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Filming comp cheats carries privacy risks

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Employers and their workers compensation insurers generally have the right to conduct surveillance of injured workers, but there should be legitimate reasons to do so, and such efforts should not run afoul of privacy and anti-stalking laws.

Surveillance in the workplace is a relatively new trend, with the number of employers conducting such surveillance increasing in the past 18 months to two years, said Ranney Pageler, vice president of fraud investigations at Reno, Nevada-based workers comp insurance services provider Employers Insurance and chair of the Property Casualty Insurers Association's Inc. fraud committee.

A study the firm released in July found that about 24% of small-business owners have installed surveillance cameras to monitor employees on the job.

This type of surveillance has proven useful in addressing workers compensation fraud, Mr. Pageler said. In 2014, the firm dealt with two separate cases in California where video surveillance showed an allegedly injured worker staging the accident.

“That was a real wake-up call for me,” Mr. Pageler said. “It was invaluable in a criminal case and to make that (claim) go away.”

Employers generally conduct the surveillance themselves when it involves their offices, warehouses, stores and restaurants, experts say. For off-site surveillance, however, employers rely on investigators employed by their insurers or third-party administrators.

“I think it's advised the employer not do this because there could be human resources issues and could open the door to suits on the employee's behalf,” said Tom Ryan, managing director and market research leader at Marsh L.L.C.'s Workers' Compensation Center of Excellence in New York. “The on-site surveillance is very different because, as an employee, you are on site at the physical location of your employer.”

Investigators also usually are well-versed in applicable state laws and rules, which helps ensure legal or ethical boundaries are not crossed in conducting surveillance, experts say.

California has one of the strongest anti-stalking laws, Mr. Pageler said. It bars anyone from following, harassing or threatening another person, causing them to fear for their or their family's safety. The maximum penalty for violating the law is a year in jail and/or $1,000 fine for a misdemeanor, and up to five years in state prison for a felony.

However, investigators generally can record video on anything in public view, although this can be intrusive, such as filming a claimant at a family event, said Brody Ockander, a Lincoln, Nebraska-based lawyer with Rehm, Bennett & Moore P.C. L.L.O.

“I think most investigators will know not to be too intrusive,” he said. But “I tell my clients everything is pretty much fair game in the public area.”

Investigators cannot invade injured employees' privacy by, for example, looking through a window into their home, but they can record the employee shoveling snow in their driveway, said Melissa Schilling, an attorney at Dickinson Mackaman Tyler & Hagen P.C. in Des Moines, Iowa.

The main restrictions involve not illegally entering private property of the claimant or others, not making direct contact with the injured worker, and no recording of sound, said Joe Quinn, a shareholder at law firm Nyemaster Goode P.C. in Des Moines.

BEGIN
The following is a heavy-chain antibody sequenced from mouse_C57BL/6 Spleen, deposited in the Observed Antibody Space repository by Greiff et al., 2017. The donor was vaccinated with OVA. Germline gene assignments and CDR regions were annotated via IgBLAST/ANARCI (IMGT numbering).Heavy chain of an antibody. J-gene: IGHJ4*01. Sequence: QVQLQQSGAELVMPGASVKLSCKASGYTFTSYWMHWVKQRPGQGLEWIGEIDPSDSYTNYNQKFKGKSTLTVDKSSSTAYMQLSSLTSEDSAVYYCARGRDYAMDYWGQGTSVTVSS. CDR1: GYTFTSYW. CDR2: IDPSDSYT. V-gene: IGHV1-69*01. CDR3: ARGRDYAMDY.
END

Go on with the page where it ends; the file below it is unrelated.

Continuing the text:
Generally, most states either bar audio recording or bar it without consent, experts say.

Since surveillance is an added cost, it should not be done for every injured worker, Ms. Schilling said.

Employers should also have a reasonable basis to ask their insurer or TPA to conduct the surveillance, namely red flags that could indicate the claimant is not truthful. For example, a red flag could be the accident not being witnessed by anyone, which 52% of the small companies surveyed by Employers said is an indicator of fraud.

“Surveillance isn't the tool to be used in every case,” Mr. Quinn said.

Surveillance can trigger a retaliation claim by an injured worker, but more often than not, communications about the surveillance creates the problem, said Jason Taylor, a Tallahassee, Florida-based partner at McConnaughhay, Duffy, Coonrod, Pope, Weaver, Stern & Thomas P.A. For example, if a supervisor sends an email to a colleague accusing an injured employee of lying and the employer launches surveillance in response, an unjustified accusation could result in a retaliation claim, he said.

“If you're not careful, you can create a very adversarial relationship with the employee,” Mr. Taylor said. “It goes back to the question of perception.”

Employers should constantly re-evaluate the reasonableness and expense of the surveillance, he suggested. If, for example, they conduct surveillance for two or three weeks but find no evidence of injured worker wrongdoing, continuing surveillance could be perceived as retaliation, Mr. Taylor said. “It almost starts to feel like a vendetta,” he said.

An emerging risk in workers comp is the potential use of drones to monitor employees.

“That's going to be a big one,” Mr. Pageler said. “It's going to be on a state-by-state basis, but what is the right to privacy when you drive a drone over someone's house in an area that could not be normally seen?”

Some employers are considering using drones at locations such as construction sites to ensure employees are safely lifting or operating equipment, although they have yet to actually implement drone surveillance, Mr. Ryan said.

“You need to be very prudent and conservative in not being too forward-thinking with technology when you could be doing something that could be construed as illegal,” he said.